No More Mr. Black Metal Bad Guy

"I am not a Viking-Satanist thug nor am I a bloodsucking vampire. I have never eaten a small child, although I admit I was once very close to becoming a teenage alcoholic." Shock quotes a-go-go from Quorthon, mainman with Swedish Doomsters Bathory. Paul Milller discovers a 'sensitive artist' beneath all the Black Metal bluster...

Quorthon Seth, blond, six feet tall and the sole visual proof of the existence of primeval Swedish Black Metal act Bathory, is a man trapped by his track record. As the fire-breathing, leather-studded, jock-strapped Neanderthal with an unhealthy interest in Satan and the Black Arts he single-handedly established Bathory as the final word in Black Metal.
But now, seven years after the 'band' spluttered painfully to life on the long-deleted 'Scandinavian Metal Attack' sampler, Quorthon wants to be taken a little more seriously.
Now aged 24, the portrait of Quorthon as the sensitive artist is not one that's easy to stomach. Andit's difficult to shrug off a fire-breathing past when you're fighting against a record company who still market him as some Viking-Satanist thug, a bevy of press photographers who want him to breathe fire for their cameras and a gaggle of writers who desperately want him to make another crack about slaying lambs onstage for their copy.
Yet five albums into his career Quorthon cuts a more relaxed pose. Whereas up until 1988's 'Blood Fire Death' he felt the need to be involved in every aspect of the Bathory organisation - from album sleeve design to approving biographies to handling the fan mail - he's now content to merely go with the flow.

"Before I wanted complete control, " he explains. "Now I don't care anymore. Five years ago I wanted this thing to be big, to stand there smoking fire onstage in leather and chains and studs, playing Heavy Metal. Nowadays it's not important anymore.
"People have this image of me as some sort of blood-sucking vampire living in a satanic cave in Sweden," he sighs wearily. "I don't spend six months of the year playing guitar, trying to write good lyrics and then having to answer questions like, 'When did you last kill a child ?'."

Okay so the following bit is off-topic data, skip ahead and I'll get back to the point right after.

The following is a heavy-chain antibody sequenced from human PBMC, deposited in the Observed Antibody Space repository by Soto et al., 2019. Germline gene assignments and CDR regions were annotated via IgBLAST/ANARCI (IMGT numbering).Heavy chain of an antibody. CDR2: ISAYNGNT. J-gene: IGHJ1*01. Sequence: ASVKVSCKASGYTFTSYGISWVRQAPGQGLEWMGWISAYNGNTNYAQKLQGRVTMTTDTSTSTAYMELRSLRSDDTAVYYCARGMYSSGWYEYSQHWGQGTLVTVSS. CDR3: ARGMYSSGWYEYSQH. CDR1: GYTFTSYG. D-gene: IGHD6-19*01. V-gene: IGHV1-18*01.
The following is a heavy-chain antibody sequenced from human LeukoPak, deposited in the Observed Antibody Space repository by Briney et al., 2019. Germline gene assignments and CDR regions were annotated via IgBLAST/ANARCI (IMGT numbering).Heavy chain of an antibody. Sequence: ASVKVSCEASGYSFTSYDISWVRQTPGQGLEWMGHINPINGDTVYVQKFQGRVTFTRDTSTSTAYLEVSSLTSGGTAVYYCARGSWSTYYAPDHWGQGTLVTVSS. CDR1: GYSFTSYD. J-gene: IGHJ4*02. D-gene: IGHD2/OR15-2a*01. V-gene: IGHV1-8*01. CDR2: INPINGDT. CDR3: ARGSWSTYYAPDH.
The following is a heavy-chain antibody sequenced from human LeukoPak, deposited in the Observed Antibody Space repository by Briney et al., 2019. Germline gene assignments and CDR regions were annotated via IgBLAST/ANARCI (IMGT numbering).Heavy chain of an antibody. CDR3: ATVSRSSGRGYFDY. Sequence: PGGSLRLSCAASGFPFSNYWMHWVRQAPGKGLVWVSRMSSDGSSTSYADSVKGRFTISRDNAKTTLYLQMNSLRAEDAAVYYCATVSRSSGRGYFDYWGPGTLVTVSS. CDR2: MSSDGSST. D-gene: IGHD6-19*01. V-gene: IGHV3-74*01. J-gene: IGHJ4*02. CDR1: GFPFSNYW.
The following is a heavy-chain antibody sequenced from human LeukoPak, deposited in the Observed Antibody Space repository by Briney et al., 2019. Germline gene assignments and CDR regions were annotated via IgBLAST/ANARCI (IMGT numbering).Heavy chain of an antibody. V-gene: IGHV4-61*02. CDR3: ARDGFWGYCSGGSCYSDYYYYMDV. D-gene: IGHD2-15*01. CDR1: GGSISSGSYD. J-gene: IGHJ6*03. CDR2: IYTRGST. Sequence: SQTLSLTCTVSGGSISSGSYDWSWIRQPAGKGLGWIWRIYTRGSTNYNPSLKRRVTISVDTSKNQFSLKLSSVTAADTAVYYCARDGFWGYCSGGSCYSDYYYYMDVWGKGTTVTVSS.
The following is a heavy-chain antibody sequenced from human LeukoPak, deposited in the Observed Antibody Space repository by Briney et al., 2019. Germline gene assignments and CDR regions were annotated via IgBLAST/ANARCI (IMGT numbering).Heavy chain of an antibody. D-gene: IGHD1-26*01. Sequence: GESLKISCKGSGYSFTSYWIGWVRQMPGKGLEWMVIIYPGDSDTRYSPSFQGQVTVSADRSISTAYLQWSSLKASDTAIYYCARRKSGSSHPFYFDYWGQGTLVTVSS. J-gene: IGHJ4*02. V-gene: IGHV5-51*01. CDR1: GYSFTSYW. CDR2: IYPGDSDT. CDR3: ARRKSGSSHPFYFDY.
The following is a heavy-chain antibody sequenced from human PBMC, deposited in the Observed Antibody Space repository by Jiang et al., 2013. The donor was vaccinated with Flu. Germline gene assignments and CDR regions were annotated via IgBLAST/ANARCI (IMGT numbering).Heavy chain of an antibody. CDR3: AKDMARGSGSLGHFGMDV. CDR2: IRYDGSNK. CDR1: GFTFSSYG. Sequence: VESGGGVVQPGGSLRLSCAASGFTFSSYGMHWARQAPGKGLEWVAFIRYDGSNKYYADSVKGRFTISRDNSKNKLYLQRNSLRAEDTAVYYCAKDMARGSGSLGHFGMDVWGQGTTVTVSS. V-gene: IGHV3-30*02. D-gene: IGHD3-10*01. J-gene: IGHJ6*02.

But aren't you your own worst enemy? Your press releases have always played on the Satanic angle and last time we spoke you boasted of how drunk you were when you recorded the second album, 'The Return'.

"That was very sad. 1985 was a really bad year. I was very close to becoming a teenage alcoholic. I didn't realise until after the recording. There were so many mistakes because of our drinking habits and the bass player was taking drugs at the time too. That was the album I wish we never recorded."

Do you get embarrassed about some of the things you've done in the past?

"Not embarrassed, but I wish I had done them in a more tongue-in-cheek way. With Bathory you could very easily get the idea that we actually were serius, that we in fact did eat children."

1990 is very much a fresh start for Bathory. They have a new label (Noise) and a new album to plug. Entitled 'Hammerheart', it's their sixth offering to date and is further proof of Quorthon's new found calm.
'Hammerheart' builds on the slower, epic feel of one or two of the songs from 'Blood Fire Death', their previous album, coming over like the bastard offspring of Manowar's 'Into Glory Ride' and Hellhammer's 'Apocalyptic Raids'.

"I'm really pleased with it," says Quorthon.
"We knew when we recorded 'Blood Fire Death' that it would be the last LP with a major Speed contribution. 90 per cent of the fans wanted us to go a lot heavier and slower."

Quorthon's faith in the new direction looks to be paying off. Noise have recently revised their estimated sales figure to between 150,000 and 200,000 ('Blood Fire Death' sold around 60,000).
Whilst 'Hammerheart' isn't a concept album in the truest sense, much of the lyrics are about, as Quorthon puts it, "comparing the Viking society with modern society".

"'Baptised In Fire And Blood', for instance, is about a Viking just about to light his father's funeral pyre, thanking him for all the things he has taught him," he explains.
"'Home Of Once Brave' is about Sweden from when the country rose up from the ice age until the day when we gave our country away, politically, ideologically, financially. I'm sure the Swedes had a much better life before Christianity came along".

Bathory have come a long way. Is Quorthon surprised to have gotten this far?

"I am surprised because we have all the odds against us. We are Swedes, we haven't done any world tours, we aren't the prettiest band around, we aren't the best musicians, our LP's don't sound the best and we're not on the biggest record company in the world".
"I would be very surprised if I can make my dream come true and put out a Bathory 10 year commemorative record in three years".

Kerrang! magazine, interviewed by Paul Miller 1990.
Provided by Emmett Rees.
Taken from Twilight web-site.

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